Individuals from SA have an evident lack of public knowledge and poor lifestyle practices regarding PCAD, which demonstrates the need for health authorities to take a more targeted and attentive approach toward PCAD awareness. In addition, extensive media involvement is required to highlight the severity of PCAD and its risk factors in the population.
Cardiovascular diseases (CVDs) are the leading cause of death throughout the world, accounting for 32% of all deaths worldwide, with an estimated 17.9 million lives each year [1, 2]. CVDs are also becoming an increased health concern in Gulf countries, including Saudi Arabia (SA) . In SA, chronic diseases result in 78.0% of all deaths [4, 5]. Among these deaths, CVDs amount to 45.7% [4, 5]. CAD is the most prevailing type of heart disease and continues to be the leading cause of death worldwide, accounting for more than 350,000 deaths annually [2, 6]. In 2021, an American Heart Association (AHA) report showed that the total CAD prevalence is 7.2% in US adults ≥ 20 years of age, with a male prevalence of 8.3% and a female prevalence of 6.2% . In a study from SA, it was reported that the total prevalence of CAD is 5.5%, with a prevalence in males and females of 6.6% and 4.4%, respectively . A major complication of CAD is myocardial infarction (MI), which can present as sudden death. MI mostly occurs in patients older than 45; however, MI can also affect the younger population . In fact, 4–10% of people with CAD are younger than 45 years, which is known as PCAD . In most studies, the age of 45 has been used as the cut off to define patients with PCAD .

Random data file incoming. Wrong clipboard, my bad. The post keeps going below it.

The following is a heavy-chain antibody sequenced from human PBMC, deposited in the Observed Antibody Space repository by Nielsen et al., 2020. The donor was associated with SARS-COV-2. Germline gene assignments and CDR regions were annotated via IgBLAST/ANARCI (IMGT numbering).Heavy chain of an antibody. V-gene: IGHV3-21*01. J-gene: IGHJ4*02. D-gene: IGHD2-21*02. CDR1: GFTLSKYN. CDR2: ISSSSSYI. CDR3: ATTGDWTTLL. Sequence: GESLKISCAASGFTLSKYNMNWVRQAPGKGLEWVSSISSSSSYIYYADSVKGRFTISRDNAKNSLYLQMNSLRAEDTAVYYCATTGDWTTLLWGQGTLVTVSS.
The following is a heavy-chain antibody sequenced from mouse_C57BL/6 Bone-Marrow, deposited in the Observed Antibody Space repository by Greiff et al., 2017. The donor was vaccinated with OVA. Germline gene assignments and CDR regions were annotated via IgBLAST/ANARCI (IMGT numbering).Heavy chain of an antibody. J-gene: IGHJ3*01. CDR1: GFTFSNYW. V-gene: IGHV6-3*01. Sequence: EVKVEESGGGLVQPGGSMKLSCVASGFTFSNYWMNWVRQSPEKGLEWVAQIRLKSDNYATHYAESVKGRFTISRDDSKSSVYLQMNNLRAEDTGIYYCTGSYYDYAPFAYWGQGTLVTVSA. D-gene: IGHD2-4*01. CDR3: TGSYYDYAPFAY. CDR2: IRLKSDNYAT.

A recent study conducted in SA revealed that 49% of the total cases of ST-elevation myocardial infarction (STEMI) involved patients under 45 years of age . Another cross-sectional study compared the prevalence of cardiovascular risk factors among Saudi and Egyptian medical students between the ages 18–25 and found that 23.9% of Saudi students and 16.7% of Egyptian students were at high risk of developing CVD within a decade . As medical students are expected to be knowledgeable, these results lead us to believe that there might be deficiencies in knowledge and prevalence of unhealthy lifestyles among health professionals. If this is the case for health professionals, other specialties might have a more evident lack of knowledge and adoption of unhealthy attitudes and practices that need to be assessed.